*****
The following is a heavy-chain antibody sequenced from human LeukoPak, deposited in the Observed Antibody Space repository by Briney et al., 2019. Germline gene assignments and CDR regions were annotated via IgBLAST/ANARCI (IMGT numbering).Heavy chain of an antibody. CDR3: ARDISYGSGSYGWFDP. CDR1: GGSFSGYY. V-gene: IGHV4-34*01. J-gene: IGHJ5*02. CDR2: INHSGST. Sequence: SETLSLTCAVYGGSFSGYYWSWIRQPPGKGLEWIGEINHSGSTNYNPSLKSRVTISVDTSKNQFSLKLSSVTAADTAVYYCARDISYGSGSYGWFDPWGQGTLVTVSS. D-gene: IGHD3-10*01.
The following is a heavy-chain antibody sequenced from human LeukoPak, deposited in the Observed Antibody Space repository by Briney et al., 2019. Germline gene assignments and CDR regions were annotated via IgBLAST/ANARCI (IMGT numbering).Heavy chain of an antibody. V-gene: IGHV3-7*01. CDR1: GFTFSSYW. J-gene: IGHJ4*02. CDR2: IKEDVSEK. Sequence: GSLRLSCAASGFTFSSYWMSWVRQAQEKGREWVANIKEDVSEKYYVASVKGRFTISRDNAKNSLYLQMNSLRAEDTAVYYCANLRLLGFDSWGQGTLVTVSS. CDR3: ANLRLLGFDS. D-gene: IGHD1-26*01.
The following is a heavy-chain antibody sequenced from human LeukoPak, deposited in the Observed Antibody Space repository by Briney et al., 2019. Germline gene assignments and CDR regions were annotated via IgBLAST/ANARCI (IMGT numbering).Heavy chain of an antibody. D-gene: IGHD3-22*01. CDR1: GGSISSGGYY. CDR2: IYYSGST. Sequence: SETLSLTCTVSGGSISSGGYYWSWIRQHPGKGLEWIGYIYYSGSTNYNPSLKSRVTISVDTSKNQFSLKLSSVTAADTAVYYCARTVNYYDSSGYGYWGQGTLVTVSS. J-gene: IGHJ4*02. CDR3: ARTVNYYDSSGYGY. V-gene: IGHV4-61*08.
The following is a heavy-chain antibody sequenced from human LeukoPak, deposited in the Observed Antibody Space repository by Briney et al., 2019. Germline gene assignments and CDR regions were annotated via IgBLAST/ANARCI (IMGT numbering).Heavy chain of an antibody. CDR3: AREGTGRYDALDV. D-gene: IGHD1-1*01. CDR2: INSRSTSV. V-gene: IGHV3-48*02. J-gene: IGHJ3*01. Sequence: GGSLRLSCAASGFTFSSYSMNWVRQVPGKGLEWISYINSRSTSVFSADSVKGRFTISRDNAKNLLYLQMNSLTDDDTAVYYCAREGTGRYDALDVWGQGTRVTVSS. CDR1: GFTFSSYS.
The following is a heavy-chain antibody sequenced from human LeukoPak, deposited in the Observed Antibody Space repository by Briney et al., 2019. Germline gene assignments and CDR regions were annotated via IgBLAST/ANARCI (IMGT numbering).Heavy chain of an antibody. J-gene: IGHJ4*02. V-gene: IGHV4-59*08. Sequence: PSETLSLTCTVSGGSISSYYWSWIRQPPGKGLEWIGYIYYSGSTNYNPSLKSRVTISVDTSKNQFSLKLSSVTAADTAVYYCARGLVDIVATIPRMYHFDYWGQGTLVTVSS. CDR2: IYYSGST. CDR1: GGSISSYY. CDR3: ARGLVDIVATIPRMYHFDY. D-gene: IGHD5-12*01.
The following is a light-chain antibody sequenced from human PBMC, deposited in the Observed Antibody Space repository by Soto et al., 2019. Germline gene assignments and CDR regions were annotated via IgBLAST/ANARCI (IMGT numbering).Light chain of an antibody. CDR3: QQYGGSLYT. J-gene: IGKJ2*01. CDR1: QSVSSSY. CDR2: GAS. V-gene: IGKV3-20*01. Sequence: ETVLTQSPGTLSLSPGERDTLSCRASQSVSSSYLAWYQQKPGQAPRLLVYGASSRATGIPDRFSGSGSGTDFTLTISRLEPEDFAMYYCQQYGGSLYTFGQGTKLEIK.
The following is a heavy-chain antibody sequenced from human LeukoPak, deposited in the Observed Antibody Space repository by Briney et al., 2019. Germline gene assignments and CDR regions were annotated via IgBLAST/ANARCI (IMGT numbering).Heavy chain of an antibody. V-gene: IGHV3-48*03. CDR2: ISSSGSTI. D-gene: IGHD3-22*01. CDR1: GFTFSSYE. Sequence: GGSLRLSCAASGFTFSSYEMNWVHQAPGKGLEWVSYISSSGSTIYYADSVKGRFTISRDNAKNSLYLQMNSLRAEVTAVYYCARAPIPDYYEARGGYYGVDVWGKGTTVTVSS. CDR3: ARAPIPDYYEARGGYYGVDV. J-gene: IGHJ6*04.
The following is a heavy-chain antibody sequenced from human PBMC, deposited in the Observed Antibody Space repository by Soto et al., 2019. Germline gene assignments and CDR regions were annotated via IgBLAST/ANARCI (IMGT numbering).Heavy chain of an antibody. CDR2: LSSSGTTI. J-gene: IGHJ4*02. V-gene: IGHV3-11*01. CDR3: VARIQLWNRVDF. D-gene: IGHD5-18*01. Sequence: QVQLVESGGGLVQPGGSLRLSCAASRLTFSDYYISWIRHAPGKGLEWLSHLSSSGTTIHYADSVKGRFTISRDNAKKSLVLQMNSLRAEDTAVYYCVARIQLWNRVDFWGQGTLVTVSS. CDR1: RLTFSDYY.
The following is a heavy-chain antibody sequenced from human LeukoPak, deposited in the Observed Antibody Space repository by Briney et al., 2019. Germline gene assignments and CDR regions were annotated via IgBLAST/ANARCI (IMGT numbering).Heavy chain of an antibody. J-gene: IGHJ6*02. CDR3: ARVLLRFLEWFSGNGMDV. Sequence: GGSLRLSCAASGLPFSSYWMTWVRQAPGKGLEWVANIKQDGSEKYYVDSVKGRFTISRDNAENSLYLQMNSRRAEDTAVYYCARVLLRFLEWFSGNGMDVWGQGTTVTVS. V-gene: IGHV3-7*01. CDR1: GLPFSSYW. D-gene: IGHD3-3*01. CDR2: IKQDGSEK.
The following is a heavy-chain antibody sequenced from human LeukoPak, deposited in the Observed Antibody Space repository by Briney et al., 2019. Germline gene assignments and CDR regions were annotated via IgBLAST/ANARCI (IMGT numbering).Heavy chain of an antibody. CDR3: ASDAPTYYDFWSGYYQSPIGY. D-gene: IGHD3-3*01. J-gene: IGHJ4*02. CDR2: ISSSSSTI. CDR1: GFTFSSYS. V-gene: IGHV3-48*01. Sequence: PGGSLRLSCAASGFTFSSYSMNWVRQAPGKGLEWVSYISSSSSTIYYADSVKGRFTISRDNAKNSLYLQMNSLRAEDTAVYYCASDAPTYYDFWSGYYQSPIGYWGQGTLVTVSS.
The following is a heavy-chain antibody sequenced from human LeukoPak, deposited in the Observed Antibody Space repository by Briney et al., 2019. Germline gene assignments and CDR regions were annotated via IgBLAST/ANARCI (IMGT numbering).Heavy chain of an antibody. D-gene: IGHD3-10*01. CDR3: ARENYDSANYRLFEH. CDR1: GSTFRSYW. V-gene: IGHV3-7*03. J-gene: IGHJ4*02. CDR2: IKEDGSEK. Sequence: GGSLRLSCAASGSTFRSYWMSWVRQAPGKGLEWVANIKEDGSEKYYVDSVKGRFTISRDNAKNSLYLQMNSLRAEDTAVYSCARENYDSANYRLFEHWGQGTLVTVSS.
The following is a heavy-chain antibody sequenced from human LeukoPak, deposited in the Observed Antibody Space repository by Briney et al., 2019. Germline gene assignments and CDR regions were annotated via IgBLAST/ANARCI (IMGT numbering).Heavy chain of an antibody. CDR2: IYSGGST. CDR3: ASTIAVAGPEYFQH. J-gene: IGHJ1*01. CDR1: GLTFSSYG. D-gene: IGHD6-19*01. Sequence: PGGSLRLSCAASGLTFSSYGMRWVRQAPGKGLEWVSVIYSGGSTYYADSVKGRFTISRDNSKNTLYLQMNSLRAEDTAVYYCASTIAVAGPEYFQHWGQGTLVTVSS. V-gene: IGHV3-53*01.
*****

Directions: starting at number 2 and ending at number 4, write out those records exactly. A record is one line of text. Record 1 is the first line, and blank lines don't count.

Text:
The following is a heavy-chain antibody sequenced from human LeukoPak, deposited in the Observed Antibody Space repository by Briney et al., 2019. Germline gene assignments and CDR regions were annotated via IgBLAST/ANARCI (IMGT numbering).Heavy chain of an antibody. V-gene: IGHV3-7*01. CDR1: GFTFSSYW. J-gene: IGHJ4*02. CDR2: IKEDVSEK. Sequence: GSLRLSCAASGFTFSSYWMSWVRQAQEKGREWVANIKEDVSEKYYVASVKGRFTISRDNAKNSLYLQMNSLRAEDTAVYYCANLRLLGFDSWGQGTLVTVSS. CDR3: ANLRLLGFDS. D-gene: IGHD1-26*01.
The following is a heavy-chain antibody sequenced from human LeukoPak, deposited in the Observed Antibody Space repository by Briney et al., 2019. Germline gene assignments and CDR regions were annotated via IgBLAST/ANARCI (IMGT numbering).Heavy chain of an antibody. D-gene: IGHD3-22*01. CDR1: GGSISSGGYY. CDR2: IYYSGST. Sequence: SETLSLTCTVSGGSISSGGYYWSWIRQHPGKGLEWIGYIYYSGSTNYNPSLKSRVTISVDTSKNQFSLKLSSVTAADTAVYYCARTVNYYDSSGYGYWGQGTLVTVSS. J-gene: IGHJ4*02. CDR3: ARTVNYYDSSGYGY. V-gene: IGHV4-61*08.
The following is a heavy-chain antibody sequenced from human LeukoPak, deposited in the Observed Antibody Space repository by Briney et al., 2019. Germline gene assignments and CDR regions were annotated via IgBLAST/ANARCI (IMGT numbering).Heavy chain of an antibody. CDR3: AREGTGRYDALDV. D-gene: IGHD1-1*01. CDR2: INSRSTSV. V-gene: IGHV3-48*02. J-gene: IGHJ3*01. Sequence: GGSLRLSCAASGFTFSSYSMNWVRQVPGKGLEWISYINSRSTSVFSADSVKGRFTISRDNAKNLLYLQMNSLTDDDTAVYYCAREGTGRYDALDVWGQGTRVTVSS. CDR1: GFTFSSYS.